5 Tips to Recapture Your Wealth
Did you know that many American’s transfer away between $2,000,000 and $5,000,000 of their wealth over a lifetime. Yes, millions according to U.S. News and World Report.
Could you be one of them?
The truth is we will all transfer away wealth but we all have the opportunity to recapture a good chunk of that if we know the rules of the game.
After 20 years of working in almost every capacity in the financial industry, I have learned one important thing: the rules of the game are not taught to us.
Why? I will let you draw your own conclusions, but hope these points will help you make better financial decisions and allow you to recapture some of your hard-earned money.
First, what are the major wealth transfers in someone’s financial life: taxes, fees paid to financial firms and the cost educating college students.
Here are few tips that could help you recapture that money:
- If you are invested in mutual funds, STOP until you know the costs. According to this benchmark Forbes article: The Real Costs of Owning a Mutual Fund, an average fund can have up to 2.5% – 3.25% of internal costs. Compounded over time can equal a lot of money. That is why, according to a Dalbar study, the average equity mutual fund investor underperformed the S&P 500 by a margin of 3.66% in 2015. If you factor in buying and selling at the wrong times it should be no surprise the average retail investor underperforms the market by over 6%.
- Your typical stockbroker is not your friend but your fiduciary always works in your best interest. Most people do not know there are two different standards with which advisors do business. This funny video will explain the difference in less than 30 seconds. Afterwards, ask your advisor.
- Colleges act like businesses and there is a practice in the industry known as enrollment management that should change the way you think about planning your student’s education. With the average cost ranging from $24,385 for public school to $73,286 for elite colleges annually, a student taking longer than four years to graduate (and the average student loan debt per student of $37,0000) must focus more on SAVING ON THE COST of college than saving for college. The college planning process has changed, and families need a new approach to recapture and lower their costs. If you have two kids you very well could pay $150,000 to $250,000 for their education hoping they graduate in four years. See if this new approach to college planning makes sense to you: Know before you go, a new approach to college planning.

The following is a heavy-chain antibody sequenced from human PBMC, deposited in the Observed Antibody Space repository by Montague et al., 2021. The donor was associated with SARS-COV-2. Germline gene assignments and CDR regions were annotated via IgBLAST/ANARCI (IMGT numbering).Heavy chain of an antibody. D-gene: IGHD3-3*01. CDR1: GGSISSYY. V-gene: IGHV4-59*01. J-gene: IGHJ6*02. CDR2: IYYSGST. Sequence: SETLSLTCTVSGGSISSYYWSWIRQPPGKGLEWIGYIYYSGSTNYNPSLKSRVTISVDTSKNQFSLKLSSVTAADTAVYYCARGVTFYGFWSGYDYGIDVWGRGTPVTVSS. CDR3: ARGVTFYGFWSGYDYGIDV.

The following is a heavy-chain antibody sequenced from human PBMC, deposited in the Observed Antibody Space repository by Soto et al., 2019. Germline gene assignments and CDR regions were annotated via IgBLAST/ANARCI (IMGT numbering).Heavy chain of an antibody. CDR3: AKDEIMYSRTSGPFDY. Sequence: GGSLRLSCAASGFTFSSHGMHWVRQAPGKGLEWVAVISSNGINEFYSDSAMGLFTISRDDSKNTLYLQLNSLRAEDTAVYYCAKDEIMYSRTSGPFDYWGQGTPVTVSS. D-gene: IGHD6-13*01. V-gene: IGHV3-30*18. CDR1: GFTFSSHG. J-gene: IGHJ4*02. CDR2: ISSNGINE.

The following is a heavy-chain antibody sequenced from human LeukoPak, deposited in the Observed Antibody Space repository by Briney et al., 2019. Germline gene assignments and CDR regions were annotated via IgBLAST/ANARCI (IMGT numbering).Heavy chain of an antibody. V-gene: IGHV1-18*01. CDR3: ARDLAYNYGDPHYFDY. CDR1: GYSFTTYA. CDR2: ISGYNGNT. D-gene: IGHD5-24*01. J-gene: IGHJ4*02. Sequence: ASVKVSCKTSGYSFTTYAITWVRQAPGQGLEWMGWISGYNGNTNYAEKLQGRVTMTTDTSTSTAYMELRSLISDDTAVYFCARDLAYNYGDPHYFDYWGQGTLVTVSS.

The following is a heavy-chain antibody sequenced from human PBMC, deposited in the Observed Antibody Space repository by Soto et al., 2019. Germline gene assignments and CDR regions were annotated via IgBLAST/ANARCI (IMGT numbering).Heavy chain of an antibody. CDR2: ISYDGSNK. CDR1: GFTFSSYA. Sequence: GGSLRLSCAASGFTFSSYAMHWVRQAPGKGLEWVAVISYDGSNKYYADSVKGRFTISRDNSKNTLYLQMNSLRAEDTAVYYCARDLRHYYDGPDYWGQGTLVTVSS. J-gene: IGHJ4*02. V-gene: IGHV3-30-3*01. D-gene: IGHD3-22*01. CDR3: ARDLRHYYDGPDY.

- Is your CPA a tax preparer or a tax planner? Think about it, most good CPAs are focused on saving you money today so they look good and will get your repeat business next year. How to tell if your CPA is a good one from this Forbes article: Red flags, how to know your CPA is working for you or not.
- Paying an advisor 1% or more to manage your money is a loser’s game. Most families don’t know all of the services an advisor should be providing and what is the true value. According to this Vanguard study, a great advisor will help you potentially net about 3% in additional returns. Now that is a deal, but so often most firms do not provide the additional services a family deserves.
Hopefully, you have found something in this post that will change your financial life so you can spend and enjoy more of your money!
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